ternary operator vote
ark at research.att.com
Wed Feb 12 15:43:11 CET 2003
Laura> If, on the other hand, I so badly want to avoid B that I will
Laura> vote no-change even though I support A, then I haven't helped
Laura> A's cause. When C wins over A by 2 votes, I will be insensed.
ark> If C wins over A by two votes, C would have won whatever you did.
Dennis> But in this case, C and A would have tied if he /had/
Dennis> voted for A instead "against B by voting C".
If you want to support A, and you would rather see no change than
either B or C, then by implication, you should certainly vote for
A and also vote for no change, but not vote for B or C.
Again, please read the discussion of this system in electionmethods.org;
one of its properties is that it is always right to vote for your
favorite alternative and against your least favorite. The only
question is where to draw the line between alternatives you like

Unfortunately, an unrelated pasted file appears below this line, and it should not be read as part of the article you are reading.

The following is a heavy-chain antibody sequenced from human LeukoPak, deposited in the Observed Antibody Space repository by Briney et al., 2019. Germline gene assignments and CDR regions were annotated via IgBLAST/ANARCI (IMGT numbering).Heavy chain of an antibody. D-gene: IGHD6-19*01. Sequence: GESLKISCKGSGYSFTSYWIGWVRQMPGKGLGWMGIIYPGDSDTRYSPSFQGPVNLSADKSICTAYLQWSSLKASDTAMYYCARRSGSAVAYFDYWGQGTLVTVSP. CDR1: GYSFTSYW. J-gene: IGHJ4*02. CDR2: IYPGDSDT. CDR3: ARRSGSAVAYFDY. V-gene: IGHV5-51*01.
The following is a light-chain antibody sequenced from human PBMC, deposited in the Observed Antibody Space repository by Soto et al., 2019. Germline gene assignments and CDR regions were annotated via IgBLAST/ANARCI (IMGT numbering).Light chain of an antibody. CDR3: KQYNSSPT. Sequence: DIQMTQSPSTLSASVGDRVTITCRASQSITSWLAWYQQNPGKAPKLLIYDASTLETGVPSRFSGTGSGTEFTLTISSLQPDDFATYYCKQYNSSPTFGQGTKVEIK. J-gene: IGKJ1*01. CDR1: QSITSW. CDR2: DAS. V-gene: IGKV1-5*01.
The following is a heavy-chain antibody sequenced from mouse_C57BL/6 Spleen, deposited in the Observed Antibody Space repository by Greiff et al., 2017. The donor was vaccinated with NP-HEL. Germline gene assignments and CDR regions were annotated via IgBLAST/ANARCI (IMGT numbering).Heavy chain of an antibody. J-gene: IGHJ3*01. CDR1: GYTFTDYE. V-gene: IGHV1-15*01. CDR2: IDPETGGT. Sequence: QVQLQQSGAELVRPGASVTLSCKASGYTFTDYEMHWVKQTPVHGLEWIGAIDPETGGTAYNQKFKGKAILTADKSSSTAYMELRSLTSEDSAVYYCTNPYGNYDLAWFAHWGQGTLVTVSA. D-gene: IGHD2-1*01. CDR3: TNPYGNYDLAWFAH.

well enough to approve and ones you dislike enough to disapprove.
Electionmethods.org argues at some length that allowing votes other
than "yes" and "no" without otherwise changing the system does not
make the system more fair in any useful sense. As an alternative,
it proposes "Condorcet voting", which allows people to vote by
rank ordering rather than just yes/no.
If you read the detailed description of Condorcet voting, you will see
why I think that approval voting makes more practical sense.
Andrew Koenig, ark at research.att.com, http://www.research.att.com/info/ark
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